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Julianne Balmain
Julianne Balmain


What’s New at Shafer

The Author

A celebrated writer learns to love wine's deeper mysteries

Julianne Balmain is known in literary circles as Napa Valley's chief mystery writer. Her four mystery novels (written under the pen name Nadia Gordon) explore a side of Napa Valley life rarely seen by visitors ― the exhaustion of early mornings in restaurant kitchens, private parties at wineries, inter-family battles, and various dangerous liaisons inevitably leading to a murder investigation.

Her latest novel, Lethal Vintage, was nominated for a prestigious Mary Higgins Clark Mystery Award. We caught up with this literate Shafer collector at her Bay Area home.

When did wine first enter your life?
It sort of snuck in. My dad would have a glass of Old Crow in the evenings with much ceremony ―awed silence, special chair ― and then in the '80s my mother started to drink Chardonnay ― a glass in the evening or on weekends. Sort of a microcosm of America's shift toward wine.

It started getting interesting when I was 19 and had a chance to work as a model in Paris. Every night was a party, where I always seemed to end up at a restaurant with a bunch of people being poured everything from basic French table wines to great old Bordeaux.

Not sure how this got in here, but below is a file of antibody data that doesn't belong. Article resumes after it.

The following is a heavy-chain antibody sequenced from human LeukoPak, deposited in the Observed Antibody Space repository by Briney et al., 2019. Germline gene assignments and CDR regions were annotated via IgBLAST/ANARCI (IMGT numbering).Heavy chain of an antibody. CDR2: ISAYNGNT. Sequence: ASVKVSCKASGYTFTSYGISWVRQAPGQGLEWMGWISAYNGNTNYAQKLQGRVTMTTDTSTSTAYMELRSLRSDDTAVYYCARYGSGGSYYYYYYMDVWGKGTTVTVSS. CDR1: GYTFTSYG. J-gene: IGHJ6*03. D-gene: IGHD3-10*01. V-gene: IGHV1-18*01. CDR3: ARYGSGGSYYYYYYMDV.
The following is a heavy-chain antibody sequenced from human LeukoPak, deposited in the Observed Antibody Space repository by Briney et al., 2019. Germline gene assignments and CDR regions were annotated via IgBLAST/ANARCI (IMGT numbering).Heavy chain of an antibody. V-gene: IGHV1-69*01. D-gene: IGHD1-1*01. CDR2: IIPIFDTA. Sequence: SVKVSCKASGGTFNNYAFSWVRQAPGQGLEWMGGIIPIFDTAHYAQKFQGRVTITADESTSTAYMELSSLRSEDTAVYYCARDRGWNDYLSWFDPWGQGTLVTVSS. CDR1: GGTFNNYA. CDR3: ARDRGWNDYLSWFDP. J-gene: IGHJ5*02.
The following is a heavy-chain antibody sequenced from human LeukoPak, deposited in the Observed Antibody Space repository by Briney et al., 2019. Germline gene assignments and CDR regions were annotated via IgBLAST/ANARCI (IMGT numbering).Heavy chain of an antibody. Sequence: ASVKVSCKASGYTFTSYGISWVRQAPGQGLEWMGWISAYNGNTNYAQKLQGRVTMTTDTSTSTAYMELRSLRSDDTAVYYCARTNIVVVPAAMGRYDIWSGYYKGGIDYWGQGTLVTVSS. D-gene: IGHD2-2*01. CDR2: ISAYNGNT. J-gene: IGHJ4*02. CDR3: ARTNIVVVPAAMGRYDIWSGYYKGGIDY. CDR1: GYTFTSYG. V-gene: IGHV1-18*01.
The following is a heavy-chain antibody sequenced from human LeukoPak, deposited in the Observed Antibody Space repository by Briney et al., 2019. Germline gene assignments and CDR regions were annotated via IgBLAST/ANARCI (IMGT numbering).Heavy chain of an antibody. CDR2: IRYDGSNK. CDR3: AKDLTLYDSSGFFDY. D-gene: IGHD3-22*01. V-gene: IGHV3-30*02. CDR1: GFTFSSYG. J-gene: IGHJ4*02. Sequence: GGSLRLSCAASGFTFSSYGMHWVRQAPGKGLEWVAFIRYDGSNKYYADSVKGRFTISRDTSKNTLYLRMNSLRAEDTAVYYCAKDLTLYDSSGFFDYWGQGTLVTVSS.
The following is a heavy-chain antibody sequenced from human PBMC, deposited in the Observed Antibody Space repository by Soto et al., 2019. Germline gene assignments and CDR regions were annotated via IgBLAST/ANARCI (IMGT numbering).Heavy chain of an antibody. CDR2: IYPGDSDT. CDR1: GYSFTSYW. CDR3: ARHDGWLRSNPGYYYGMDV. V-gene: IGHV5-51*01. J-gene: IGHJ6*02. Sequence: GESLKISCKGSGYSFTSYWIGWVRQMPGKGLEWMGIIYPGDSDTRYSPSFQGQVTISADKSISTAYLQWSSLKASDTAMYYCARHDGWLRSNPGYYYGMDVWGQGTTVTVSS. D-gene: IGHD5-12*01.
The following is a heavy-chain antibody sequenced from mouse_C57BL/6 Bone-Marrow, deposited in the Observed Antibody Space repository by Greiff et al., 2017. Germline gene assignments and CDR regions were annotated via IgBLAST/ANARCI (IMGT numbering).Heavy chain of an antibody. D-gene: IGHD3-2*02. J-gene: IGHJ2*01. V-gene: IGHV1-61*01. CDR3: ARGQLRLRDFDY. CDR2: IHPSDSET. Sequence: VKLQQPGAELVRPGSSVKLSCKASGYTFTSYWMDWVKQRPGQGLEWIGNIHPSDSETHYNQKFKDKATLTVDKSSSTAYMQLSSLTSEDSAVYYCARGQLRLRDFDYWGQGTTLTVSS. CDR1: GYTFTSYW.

Models aren't supposed to eat, are they?
Well, no, but I love eating, which is what ended my modeling career. After that I went to [U.C.] Berkeley, where my friends and I all discovered [wine importer] Kermit Lynch. It was the height of craziness and in some ways it became the genesis for Sunny [the mercurial chef who is the central character in her Napa Valley mysteries]. I didn't have enough money for a can of beans and yet I managed to spend $400 a month at Kermit Lynch.

Where did your interest in Napa Valley begin?
It really started when my friend Skyla, whose family owns Sky Vineyards, gave me a bottle of their 1985 Cabernet. I held on to it for a decade. And then one night it was the right group of friends, the right food, the right moment and I pulled it out. By this time it was at least 25 years old and I figured it was too old, but we decanted it and it was lovely. It tasted exactly like what it was ― the wild spirit of the place, the wildly creative guy [Lore Olds] who made it. I think wine reflects the person who made it. Shafer, for example, is poised, elegant, carefully made and makes me think of the people who produce it.

What kind of wine collector are you?
Not terribly disciplined; I'm more about whim and the pleasure du jour. I store my wine in two places in my house: the deep-dark closet and the semi-dark closet. The deep-dark closet has about 60 bottles and the semi-dark closet holds about 30. Mostly I drink what I buy. But something special will wait from two to 15 years for the right moment. They're like the books stacked on my shelves. I'll buy a book and keep it until the moment is right to read it, when I can really appreciate what it has to say. Wines are the same. A certain bottle decides when it's time.

For more about Julianne Balmain and her Napa Valley mysteries written under the name Nadia Gordon, visit: